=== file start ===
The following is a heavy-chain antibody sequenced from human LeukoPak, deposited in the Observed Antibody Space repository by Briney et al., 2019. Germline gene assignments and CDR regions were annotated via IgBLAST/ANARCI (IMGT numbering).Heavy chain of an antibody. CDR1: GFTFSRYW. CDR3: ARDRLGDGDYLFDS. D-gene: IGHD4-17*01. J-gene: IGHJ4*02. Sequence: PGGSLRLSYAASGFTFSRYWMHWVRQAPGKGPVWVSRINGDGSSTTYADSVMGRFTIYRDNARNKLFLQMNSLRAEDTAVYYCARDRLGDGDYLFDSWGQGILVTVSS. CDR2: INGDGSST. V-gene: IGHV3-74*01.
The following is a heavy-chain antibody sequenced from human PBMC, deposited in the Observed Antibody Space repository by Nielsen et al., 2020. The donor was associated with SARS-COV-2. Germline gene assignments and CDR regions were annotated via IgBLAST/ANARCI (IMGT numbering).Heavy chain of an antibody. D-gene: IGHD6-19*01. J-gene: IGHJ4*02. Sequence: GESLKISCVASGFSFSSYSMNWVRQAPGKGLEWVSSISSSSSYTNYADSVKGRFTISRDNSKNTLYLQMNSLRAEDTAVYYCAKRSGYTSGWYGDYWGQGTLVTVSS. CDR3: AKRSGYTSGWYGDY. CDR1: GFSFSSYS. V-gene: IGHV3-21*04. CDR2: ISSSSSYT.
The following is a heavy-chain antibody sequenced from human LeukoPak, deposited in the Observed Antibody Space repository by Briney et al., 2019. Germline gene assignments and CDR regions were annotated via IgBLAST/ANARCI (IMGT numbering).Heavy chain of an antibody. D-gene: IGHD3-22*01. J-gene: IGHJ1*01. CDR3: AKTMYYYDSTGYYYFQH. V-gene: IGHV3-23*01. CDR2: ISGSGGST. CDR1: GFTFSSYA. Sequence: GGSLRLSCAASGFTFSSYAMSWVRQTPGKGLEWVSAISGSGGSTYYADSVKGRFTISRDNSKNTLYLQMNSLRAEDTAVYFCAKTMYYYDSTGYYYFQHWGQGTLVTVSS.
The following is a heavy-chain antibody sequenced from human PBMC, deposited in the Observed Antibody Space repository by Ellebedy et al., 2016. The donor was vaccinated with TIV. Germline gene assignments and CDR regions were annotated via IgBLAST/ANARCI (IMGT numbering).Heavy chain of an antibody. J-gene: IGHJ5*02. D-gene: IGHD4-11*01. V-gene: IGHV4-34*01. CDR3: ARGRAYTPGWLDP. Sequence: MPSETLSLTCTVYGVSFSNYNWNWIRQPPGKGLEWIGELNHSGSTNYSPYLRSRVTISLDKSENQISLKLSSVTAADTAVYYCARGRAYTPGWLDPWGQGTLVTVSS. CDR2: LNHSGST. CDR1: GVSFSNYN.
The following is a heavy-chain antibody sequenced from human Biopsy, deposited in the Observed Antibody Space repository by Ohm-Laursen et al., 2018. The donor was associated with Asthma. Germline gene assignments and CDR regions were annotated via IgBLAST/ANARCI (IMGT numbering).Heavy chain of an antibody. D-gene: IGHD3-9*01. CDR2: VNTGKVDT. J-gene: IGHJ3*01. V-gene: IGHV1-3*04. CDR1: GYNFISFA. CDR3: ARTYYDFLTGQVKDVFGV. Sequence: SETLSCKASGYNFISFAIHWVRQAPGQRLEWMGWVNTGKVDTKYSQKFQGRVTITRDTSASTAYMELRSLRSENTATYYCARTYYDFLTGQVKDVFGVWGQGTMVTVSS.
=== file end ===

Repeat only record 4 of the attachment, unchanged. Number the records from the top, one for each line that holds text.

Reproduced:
The following is a heavy-chain antibody sequenced from human PBMC, deposited in the Observed Antibody Space repository by Ellebedy et al., 2016. The donor was vaccinated with TIV. Germline gene assignments and CDR regions were annotated via IgBLAST/ANARCI (IMGT numbering).Heavy chain of an antibody. J-gene: IGHJ5*02. D-gene: IGHD4-11*01. V-gene: IGHV4-34*01. CDR3: ARGRAYTPGWLDP. Sequence: MPSETLSLTCTVYGVSFSNYNWNWIRQPPGKGLEWIGELNHSGSTNYSPYLRSRVTISLDKSENQISLKLSSVTAADTAVYYCARGRAYTPGWLDPWGQGTLVTVSS. CDR2: LNHSGST. CDR1: GVSFSNYN.